Let’s say you collected some brain data (time series) using NIRS while the participants were performing a task (say finger tapping), and you use the wt function in the “Cross Wavelet and Wavelet Coherence Toolbox” (link dead. Please go to the bottom of this post to find how to download) to plot the power of the signal in both time and frequency domain. What does the plot tell you?
First, you can see there is a clear band around period 8, corresponding to frequency ~1Hz (remember our sampling frequency is 10Hz). This band is actually caused by heart beating. While in most cases you will probably treat this physiological signal as noise and remove it using filtering techniques, the existence of this band should be comforting to you: it indicates that your signal contains something real. If your NIRS device for whatever reason doesn’t measure real brain activity (e.g. the probes did not contact the head well), you won’t get this band.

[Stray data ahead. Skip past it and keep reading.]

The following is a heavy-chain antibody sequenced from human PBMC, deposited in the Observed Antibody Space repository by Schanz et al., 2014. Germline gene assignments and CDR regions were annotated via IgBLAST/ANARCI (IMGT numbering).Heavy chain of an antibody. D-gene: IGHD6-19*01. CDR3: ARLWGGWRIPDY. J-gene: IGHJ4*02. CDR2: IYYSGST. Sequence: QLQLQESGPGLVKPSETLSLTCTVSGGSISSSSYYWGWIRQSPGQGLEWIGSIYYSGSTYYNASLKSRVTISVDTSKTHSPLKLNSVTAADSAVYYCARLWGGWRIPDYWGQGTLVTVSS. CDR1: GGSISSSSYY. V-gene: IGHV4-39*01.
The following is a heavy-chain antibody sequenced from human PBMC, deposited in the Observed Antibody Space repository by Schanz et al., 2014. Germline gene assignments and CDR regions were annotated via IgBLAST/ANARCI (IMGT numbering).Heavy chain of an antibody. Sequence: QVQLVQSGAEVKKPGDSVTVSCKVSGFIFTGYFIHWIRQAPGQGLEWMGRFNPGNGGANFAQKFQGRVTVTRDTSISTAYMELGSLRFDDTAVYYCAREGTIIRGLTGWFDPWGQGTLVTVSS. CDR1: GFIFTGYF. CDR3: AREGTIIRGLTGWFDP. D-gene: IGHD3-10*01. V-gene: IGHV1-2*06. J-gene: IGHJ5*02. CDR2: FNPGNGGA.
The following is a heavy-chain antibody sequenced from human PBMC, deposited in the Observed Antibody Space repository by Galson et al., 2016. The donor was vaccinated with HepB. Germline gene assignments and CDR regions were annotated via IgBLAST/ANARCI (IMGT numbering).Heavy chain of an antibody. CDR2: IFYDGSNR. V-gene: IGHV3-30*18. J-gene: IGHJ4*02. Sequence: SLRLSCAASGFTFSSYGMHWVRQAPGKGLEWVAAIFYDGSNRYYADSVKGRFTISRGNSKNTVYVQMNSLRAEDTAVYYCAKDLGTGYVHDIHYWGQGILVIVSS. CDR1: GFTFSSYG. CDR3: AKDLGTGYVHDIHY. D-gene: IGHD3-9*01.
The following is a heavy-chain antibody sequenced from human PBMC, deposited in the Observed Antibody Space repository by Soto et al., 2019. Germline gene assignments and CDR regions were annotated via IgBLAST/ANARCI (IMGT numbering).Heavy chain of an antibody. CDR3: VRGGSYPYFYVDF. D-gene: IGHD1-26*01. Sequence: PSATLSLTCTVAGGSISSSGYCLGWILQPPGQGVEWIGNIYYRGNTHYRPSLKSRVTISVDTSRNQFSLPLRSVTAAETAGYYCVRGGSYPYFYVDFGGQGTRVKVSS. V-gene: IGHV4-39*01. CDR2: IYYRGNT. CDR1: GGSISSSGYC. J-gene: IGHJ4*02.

Second, you can see there is a red band around period 256. It indicates this signal correlates with the experiment task very well. The task used is a finger tapping task: the subject (actually myself) tapped his right hand finger for 10s, then rest for 20s, and then repeat for 20 times. The period of the task is thus 30s. The red band is actually of period 30s. So for a task that is periodical, you can use wt to check if the signal collected demonstrates similar period.
Well, why use wt but not FFT? The visualization of FFT is much worse. Here I plot FFT of the same signal (y-axis in log scale).
First it is kind of boring. You do see a bump around frequency 1.4Hz which is heart beating. That’s good, even though it is not as distinguished as in wt. It is hard to see the 30s (or 0.03Hz) band, while in wt plot the band is very clear.
To download the “Cross Wavelet and Wavelet Coherence Toolbox”, please enter